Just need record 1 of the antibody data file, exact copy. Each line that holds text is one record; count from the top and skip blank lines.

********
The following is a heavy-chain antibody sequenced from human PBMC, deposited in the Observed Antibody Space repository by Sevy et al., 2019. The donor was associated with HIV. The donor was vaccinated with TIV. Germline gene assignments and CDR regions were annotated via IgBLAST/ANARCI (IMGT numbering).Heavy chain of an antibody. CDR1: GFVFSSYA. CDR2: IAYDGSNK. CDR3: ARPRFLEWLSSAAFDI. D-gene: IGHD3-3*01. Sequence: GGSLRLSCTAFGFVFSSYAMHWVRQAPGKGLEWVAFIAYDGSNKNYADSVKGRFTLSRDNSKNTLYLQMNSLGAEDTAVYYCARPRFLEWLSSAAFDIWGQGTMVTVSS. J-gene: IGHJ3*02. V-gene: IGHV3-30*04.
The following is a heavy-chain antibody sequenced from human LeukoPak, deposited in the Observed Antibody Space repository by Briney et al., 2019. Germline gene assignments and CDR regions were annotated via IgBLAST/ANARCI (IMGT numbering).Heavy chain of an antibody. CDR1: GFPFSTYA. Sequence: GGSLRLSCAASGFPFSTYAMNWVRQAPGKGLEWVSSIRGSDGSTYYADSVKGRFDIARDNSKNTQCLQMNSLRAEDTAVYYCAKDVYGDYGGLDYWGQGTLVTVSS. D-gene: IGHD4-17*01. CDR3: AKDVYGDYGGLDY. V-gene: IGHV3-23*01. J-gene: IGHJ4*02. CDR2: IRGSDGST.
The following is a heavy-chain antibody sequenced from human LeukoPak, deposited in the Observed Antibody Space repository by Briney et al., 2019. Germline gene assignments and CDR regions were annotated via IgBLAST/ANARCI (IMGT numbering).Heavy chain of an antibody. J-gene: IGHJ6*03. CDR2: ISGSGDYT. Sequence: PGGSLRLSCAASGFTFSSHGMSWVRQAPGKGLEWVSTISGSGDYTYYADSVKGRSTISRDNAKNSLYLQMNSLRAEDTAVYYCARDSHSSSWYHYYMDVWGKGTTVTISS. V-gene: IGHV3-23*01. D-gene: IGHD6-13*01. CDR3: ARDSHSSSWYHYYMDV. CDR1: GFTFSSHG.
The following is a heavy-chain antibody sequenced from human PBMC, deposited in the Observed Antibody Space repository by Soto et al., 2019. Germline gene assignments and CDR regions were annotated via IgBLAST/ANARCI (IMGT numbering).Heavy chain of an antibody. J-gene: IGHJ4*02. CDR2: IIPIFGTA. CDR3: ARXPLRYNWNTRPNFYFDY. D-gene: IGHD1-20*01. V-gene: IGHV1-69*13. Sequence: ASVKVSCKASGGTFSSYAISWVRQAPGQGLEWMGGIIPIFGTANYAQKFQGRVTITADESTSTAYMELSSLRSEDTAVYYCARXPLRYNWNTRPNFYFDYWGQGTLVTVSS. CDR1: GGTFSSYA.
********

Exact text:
The following is a heavy-chain antibody sequenced from human PBMC, deposited in the Observed Antibody Space repository by Sevy et al., 2019. The donor was associated with HIV. The donor was vaccinated with TIV. Germline gene assignments and CDR regions were annotated via IgBLAST/ANARCI (IMGT numbering).Heavy chain of an antibody. CDR1: GFVFSSYA. CDR2: IAYDGSNK. CDR3: ARPRFLEWLSSAAFDI. D-gene: IGHD3-3*01. Sequence: GGSLRLSCTAFGFVFSSYAMHWVRQAPGKGLEWVAFIAYDGSNKNYADSVKGRFTLSRDNSKNTLYLQMNSLGAEDTAVYYCARPRFLEWLSSAAFDIWGQGTMVTVSS. J-gene: IGHJ3*02. V-gene: IGHV3-30*04.